Who were the Jacobins? What did they believe in, what did they accomplish over the course of the French Revolution, and how should they be judged? Micah Alpaugh discusses the Jacobin clubs’ social and political stances, the policies they enacted, and the Jacobins’ turn toward terror. Micah Alpaugh, ed., The French Revolution: A History in Documents Bloomsbury, 2021 … Continued


Against the Grain

Separating Children as Counterinsurgency

While the Trump Administration’s policy of separating children from their parents at the US-Mexico border drew intense condemnation, the practice has been going on in this country for centuries. Historian Laura Briggs argues that it has been part of strategy of counterinsurgency, as during the anti-communist wars in Latin America, in which rebellious populations are … Continued


Bunkering and doomsday prepping, far from being eccentric or fringe activities, are baked into U.S. politics. So argues Emily Ray, who describes how Americans have been encouraged, by both Cold War administrations and today’s political elites, to think of doomsday preparation as an individual rather than collective endeavor, one that involves looking to the market … Continued


A protracted but determined struggle to defeat an airport construction project produced an extraordinary victory. In the face of brutal police repression, Isabelle Fremeaux, Jay Jordan, and others created an autonomous zone and prevented the construction of a massive international airport on 4,000 acres of fields, forest, and wetlands in western France. Fremeaux and Jordan … Continued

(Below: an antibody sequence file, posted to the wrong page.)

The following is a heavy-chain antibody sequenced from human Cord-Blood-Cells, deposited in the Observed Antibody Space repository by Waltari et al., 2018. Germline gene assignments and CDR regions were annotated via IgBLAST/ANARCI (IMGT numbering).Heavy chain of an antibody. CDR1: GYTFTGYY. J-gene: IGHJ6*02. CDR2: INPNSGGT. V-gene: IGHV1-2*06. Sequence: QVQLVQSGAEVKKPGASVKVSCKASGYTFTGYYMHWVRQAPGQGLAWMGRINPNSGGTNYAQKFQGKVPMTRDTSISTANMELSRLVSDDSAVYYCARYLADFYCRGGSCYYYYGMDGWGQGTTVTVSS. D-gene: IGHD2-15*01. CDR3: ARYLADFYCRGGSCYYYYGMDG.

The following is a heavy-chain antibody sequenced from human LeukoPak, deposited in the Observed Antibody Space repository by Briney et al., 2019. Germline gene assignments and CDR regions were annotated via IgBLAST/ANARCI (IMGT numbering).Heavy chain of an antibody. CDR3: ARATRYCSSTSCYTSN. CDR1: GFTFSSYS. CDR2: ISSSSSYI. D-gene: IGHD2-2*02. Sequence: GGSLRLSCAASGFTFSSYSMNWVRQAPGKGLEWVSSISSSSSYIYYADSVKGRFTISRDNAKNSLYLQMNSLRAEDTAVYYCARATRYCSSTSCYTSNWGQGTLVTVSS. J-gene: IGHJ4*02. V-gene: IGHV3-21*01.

Against the Grain

General Strike of the Enslaved

Did Lincoln free the slaves? Or did they just as much free themselves? And what were the ramifications of their seemingly impossible achievement — immediate and uncompensated emancipation — for other oppressed groups? Historian David Roediger discusses that revolutionary period in U.S. history — and the consequences of its failure today. (Encore presentation.) Resources: David … Continued